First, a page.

Quick-Drying Foam

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Science  07 Jan 2005:
Vol. 307, Issue 5706, pp. 19
DOI: 10.1126/science.307.5706.19a

Sandcastle worms build shelters for themselves by gathering sand grains and gluing them together into a sturdy tube, using a rather sophisticated construction material. Stewart et al. have analyzed the structure and composition of this glue, which contains three highly charged proteins: two are basic, whereas the third, acidic component accounts for the 30 mol % of phosphoserine in the cement. Concentrating these proteins (along with Ca2+ and Mg2+ to neutralize charge) within low-pH secretory granules in the cement gland initiates a process of complex coacervation. Phase separation occurs, yielding an emulsion-like blend of dehydrated proteins and cations along with water-rich droplets. When this mixture is daubed onto a sand grain, several changes occur, due in part to the higher pH and different ionic composition of seawater. The cation-phosphate interactions become ionic or salt-like in character, and the solvation of charges acts to soak up water from the cement/sand interface, improving contact as the cement sets. The hardened cement displays a cellular foam morphology, reflecting the separated phases, which also confers benefits in terms of an economy of material and a gradient of elasticity ideally suited to life in the intertidal zone. — GJC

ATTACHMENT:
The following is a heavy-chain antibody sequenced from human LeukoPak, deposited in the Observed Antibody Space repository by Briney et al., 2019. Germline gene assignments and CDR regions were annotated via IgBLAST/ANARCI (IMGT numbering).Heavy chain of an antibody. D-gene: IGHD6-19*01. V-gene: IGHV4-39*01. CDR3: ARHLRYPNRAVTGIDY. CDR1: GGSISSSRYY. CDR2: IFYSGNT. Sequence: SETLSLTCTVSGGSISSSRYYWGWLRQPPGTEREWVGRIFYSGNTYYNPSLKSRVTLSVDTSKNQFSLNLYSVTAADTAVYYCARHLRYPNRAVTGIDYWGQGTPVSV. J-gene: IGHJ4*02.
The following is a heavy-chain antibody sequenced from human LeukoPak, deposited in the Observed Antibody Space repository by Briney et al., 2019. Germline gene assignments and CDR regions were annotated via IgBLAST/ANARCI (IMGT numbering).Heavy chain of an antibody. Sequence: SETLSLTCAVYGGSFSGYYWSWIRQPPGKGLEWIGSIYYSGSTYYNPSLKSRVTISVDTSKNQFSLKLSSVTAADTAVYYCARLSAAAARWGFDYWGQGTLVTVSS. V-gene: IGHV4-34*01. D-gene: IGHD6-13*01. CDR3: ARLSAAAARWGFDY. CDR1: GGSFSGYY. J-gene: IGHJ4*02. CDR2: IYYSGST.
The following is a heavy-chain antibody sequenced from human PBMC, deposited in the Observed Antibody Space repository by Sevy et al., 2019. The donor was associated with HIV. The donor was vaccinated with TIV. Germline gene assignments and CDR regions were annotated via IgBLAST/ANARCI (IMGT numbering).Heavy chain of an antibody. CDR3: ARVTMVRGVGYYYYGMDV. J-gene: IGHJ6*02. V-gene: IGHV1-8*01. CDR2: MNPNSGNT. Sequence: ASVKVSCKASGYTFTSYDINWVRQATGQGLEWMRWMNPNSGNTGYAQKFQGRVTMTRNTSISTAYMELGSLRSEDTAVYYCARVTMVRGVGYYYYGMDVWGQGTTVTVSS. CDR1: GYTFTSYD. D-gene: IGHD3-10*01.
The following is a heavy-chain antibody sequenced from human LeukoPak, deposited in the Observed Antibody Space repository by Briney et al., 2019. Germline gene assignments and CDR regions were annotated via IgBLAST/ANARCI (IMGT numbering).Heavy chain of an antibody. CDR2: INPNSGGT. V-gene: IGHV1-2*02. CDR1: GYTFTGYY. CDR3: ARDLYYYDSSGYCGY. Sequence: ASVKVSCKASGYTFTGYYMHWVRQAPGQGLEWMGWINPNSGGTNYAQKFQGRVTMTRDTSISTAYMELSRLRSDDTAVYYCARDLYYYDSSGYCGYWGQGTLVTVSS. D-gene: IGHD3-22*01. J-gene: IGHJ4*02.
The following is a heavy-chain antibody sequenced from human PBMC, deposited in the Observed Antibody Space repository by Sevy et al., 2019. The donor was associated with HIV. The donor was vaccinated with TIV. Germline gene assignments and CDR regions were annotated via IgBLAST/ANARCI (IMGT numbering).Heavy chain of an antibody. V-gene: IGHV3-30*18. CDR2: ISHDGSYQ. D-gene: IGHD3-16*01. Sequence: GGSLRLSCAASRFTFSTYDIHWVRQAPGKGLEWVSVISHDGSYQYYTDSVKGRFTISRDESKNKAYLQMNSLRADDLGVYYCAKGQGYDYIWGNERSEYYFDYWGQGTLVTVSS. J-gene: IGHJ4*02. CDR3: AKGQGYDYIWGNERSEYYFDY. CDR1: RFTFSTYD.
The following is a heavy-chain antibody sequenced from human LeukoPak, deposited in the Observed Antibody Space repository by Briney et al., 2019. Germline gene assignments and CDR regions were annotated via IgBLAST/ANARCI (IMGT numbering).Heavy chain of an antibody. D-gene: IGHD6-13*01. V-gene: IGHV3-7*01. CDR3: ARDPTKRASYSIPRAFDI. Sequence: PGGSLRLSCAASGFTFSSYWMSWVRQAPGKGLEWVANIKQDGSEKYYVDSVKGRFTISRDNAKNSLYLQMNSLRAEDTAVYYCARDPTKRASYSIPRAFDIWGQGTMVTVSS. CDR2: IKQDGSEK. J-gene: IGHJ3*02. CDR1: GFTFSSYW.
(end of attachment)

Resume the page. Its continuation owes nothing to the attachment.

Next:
J. Exp. Biol. 207, 4727 (2004).

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